LOOKING FOR THE RIGHT DENTIST FOR YOU!
Overcoming the fear and mistrust of going to the dentist requires finding the right person to take care of your teeth and gums. But before we can advise you on how to find that person, you need to do a little soul-searching because dentistry is a product as well as a service. And, because it is also a highly personalized service, it is tough to write a list of hard and fast rules concerning how to find a dentist who is going to be just right for you. This is a process that will take you time, research, and interviewing.
What we can tell you for certain is that dedicated dentists take a sincere interest in their patients. And a good dentist and dental team respectfully treat the whole person, as well as the mouth. Your dental team will ask a lot of questions about your medical history and previous dental experience and, in turn, will eagerly answer your questions and concerns. Preventive dental care is their number one priority.
First Things First: Define Your Dental Priorities
Before you begin your search for Dr. Right, decide how healthy you want your mouth to be. Ask yourself two defining questions:
1). Are you serious about keeping your teeth for the rest of your life?
2). Do you only go to the dentist when you have problem with a tooth or a dental emergency?
If you answered yes to the second question, almost any dentist can do the job you want. On the other hand, a resounding yes to the first question says that you are looking for a capable, prevention-minded dentist who will care for your dental health and help you hang on to one of your most cherished possessions-your teeth. In other words, you are looking for Dr. Right. Now that you've defined your dental priorities, you are ready for the next step-the search.
Looking for Dr. Right
There's more than one source for finding a Dr. Right. You can turn to the Yellow Pages, call a toll free referral service, read newspaper and magazine ads, find a name on a Web site, get a referral from a friend (or your former dentist), or select a name from a list provided by your dental insurance plan. It all boils down to making sure for yourself whether you are in the right place. Do your research and follow your instincts.
If you are looking for a new dentist and get a name from a friend, follow up with an interview phone call to the dental office. But don't stop there. Interview two or three additional dental offices. Ask questions and use our list of guidelines to help you determine professional and technical compatibility. One of the most important things to bring with you on your search is your intuitive powers. Yes, your intuition goes a long way in detecting whether the people you meet are sincere and whether you will be comfortable in their care.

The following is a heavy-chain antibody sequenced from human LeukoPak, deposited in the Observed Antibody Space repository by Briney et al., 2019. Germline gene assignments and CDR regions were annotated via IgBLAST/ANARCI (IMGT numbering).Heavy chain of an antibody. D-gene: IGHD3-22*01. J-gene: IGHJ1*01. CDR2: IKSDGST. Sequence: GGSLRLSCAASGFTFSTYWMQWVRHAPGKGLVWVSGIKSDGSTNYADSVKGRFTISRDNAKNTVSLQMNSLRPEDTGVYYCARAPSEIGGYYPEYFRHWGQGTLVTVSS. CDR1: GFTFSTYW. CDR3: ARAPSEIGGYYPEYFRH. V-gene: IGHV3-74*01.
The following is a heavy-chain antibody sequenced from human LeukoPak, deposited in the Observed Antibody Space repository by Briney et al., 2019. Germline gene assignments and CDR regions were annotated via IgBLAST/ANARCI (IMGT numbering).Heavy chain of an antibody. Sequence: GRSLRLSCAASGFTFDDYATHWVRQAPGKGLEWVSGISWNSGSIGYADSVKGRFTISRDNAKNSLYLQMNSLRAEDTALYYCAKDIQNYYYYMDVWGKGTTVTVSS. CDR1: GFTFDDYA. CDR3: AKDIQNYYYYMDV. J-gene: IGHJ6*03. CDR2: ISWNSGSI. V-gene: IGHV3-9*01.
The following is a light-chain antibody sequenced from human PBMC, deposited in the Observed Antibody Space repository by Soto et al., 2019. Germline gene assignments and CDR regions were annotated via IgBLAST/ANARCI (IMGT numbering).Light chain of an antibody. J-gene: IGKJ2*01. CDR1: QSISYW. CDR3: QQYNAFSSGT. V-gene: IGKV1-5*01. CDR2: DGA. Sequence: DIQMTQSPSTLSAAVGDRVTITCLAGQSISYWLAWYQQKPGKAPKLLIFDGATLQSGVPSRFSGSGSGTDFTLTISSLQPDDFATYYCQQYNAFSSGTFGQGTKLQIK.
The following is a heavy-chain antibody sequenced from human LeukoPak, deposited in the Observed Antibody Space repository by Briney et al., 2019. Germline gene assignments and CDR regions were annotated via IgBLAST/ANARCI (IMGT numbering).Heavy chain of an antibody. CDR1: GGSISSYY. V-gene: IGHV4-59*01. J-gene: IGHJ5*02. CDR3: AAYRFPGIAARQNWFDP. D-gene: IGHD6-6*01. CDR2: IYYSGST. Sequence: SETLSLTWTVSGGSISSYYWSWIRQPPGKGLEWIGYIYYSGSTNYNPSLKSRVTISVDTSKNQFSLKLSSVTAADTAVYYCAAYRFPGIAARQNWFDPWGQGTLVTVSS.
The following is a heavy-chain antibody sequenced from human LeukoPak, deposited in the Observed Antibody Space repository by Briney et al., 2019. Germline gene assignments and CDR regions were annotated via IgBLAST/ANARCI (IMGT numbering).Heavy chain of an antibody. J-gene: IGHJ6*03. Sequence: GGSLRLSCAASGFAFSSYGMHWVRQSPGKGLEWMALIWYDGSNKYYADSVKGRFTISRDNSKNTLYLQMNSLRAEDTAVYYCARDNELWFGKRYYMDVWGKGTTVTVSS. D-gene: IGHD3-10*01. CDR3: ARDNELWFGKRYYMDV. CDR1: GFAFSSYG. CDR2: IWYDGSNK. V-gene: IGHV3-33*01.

In most cases, the phone will serve as your primary search tool. You can judge a lot about a dental practice from your first phone call. If the person answering the phone (the receptionist, front desk person, office manager or, heaven forbid, the dentist) is cheerful, helpful, patient, and answers all your questions, that is a good start and a signal that you may want to take it one step further. Ask about the office policy concerning new patients:
* Do they arrange a "get acquainted" visit with the dentist?
* Do they suggest a "walk through" of the office and an introduction to the dental team members?
* Do they have a designated staff person who routinely meets new patients and answers questions concerning the dental practice and its policies and procedures?
*Is it necessary to make an "on the books" dental appointment for a comprehensive dental examination?
Sink Your Teeth into This: Not every dental practice is set up to do "get acquainted" visits with the dentist, and very few have a designated staff member who handles new patient interviews. However, that is no indication of good or bad dentistry, and you shouldn't let it rule out a good prospect. In most cases, the standard operating procedure will be to schedule a first appointment with a dental examination. When this is the case, you want to make sure that you will get a comprehensive dental exam.
And remember, not every phone call is going to get you somewhere. Depending on who you call and where you live, you may feel that you are being brushed off, or you may sense that the person answering the phone is too rushed to answer your questions. It's also possible that you won't be able to get an appointment with the dentist for a couple of months. There are several reasons why this happens:
* The dental practice may be so good that there is a waiting list of people who want to become patients.
* Time management and appointment scheduling may be inefficient.
* The dental practice may have a "get them in and get them out" philosophy, which explains why you felt rushed.
* The person answering the phone may not be properly trained in customer service skills.
To be continued...(From <I hate the dentist> by Dr. Mac Lee)